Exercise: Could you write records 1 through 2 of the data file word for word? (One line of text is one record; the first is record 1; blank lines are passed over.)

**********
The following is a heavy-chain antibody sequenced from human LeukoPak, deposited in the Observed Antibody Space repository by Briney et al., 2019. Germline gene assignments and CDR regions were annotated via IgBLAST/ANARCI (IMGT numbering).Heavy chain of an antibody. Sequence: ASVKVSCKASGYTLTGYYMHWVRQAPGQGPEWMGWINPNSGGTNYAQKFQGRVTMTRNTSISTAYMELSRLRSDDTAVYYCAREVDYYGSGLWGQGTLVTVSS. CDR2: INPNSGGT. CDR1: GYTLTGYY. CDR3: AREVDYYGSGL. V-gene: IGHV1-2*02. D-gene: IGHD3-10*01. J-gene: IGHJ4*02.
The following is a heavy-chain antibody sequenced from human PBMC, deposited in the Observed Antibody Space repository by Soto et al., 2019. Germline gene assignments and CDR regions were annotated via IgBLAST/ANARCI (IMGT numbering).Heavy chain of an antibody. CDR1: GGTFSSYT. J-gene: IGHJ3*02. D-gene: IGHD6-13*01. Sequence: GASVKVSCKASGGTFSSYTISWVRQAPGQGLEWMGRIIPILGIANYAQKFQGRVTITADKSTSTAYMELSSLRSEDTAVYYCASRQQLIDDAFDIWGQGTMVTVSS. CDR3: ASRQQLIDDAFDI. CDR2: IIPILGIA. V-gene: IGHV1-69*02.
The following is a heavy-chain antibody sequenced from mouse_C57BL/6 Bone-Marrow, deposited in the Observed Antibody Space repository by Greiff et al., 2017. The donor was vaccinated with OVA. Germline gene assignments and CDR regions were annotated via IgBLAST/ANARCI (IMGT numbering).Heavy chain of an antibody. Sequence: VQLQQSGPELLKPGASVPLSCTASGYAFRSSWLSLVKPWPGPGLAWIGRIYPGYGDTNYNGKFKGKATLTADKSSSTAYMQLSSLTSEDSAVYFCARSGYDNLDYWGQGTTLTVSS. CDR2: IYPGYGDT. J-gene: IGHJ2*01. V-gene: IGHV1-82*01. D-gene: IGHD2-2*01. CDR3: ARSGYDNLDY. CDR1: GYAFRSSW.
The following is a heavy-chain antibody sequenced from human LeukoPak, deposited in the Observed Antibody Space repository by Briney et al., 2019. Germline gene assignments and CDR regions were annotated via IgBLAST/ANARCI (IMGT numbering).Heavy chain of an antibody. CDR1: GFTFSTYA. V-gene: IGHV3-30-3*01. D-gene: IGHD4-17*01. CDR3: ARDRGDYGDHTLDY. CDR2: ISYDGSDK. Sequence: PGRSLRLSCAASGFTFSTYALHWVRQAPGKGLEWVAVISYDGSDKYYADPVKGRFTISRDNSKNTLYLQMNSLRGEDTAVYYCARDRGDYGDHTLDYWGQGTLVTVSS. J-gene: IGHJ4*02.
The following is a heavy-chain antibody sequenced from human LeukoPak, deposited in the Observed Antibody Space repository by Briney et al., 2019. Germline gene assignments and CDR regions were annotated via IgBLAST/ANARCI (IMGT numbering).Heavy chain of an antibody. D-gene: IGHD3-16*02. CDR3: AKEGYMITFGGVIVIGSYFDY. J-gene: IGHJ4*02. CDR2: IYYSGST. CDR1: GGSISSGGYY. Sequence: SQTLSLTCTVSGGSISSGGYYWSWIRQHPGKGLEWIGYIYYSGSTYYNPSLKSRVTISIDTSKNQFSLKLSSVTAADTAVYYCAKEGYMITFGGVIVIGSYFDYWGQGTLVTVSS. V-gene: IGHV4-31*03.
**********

The following is a heavy-chain antibody sequenced from human LeukoPak, deposited in the Observed Antibody Space repository by Briney et al., 2019. Germline gene assignments and CDR regions were annotated via IgBLAST/ANARCI (IMGT numbering).Heavy chain of an antibody. Sequence: ASVKVSCKASGYTLTGYYMHWVRQAPGQGPEWMGWINPNSGGTNYAQKFQGRVTMTRNTSISTAYMELSRLRSDDTAVYYCAREVDYYGSGLWGQGTLVTVSS. CDR2: INPNSGGT. CDR1: GYTLTGYY. CDR3: AREVDYYGSGL. V-gene: IGHV1-2*02. D-gene: IGHD3-10*01. J-gene: IGHJ4*02.
The following is a heavy-chain antibody sequenced from human PBMC, deposited in the Observed Antibody Space repository by Soto et al., 2019. Germline gene assignments and CDR regions were annotated via IgBLAST/ANARCI (IMGT numbering).Heavy chain of an antibody. CDR1: GGTFSSYT. J-gene: IGHJ3*02. D-gene: IGHD6-13*01. Sequence: GASVKVSCKASGGTFSSYTISWVRQAPGQGLEWMGRIIPILGIANYAQKFQGRVTITADKSTSTAYMELSSLRSEDTAVYYCASRQQLIDDAFDIWGQGTMVTVSS. CDR3: ASRQQLIDDAFDI. CDR2: IIPILGIA. V-gene: IGHV1-69*02.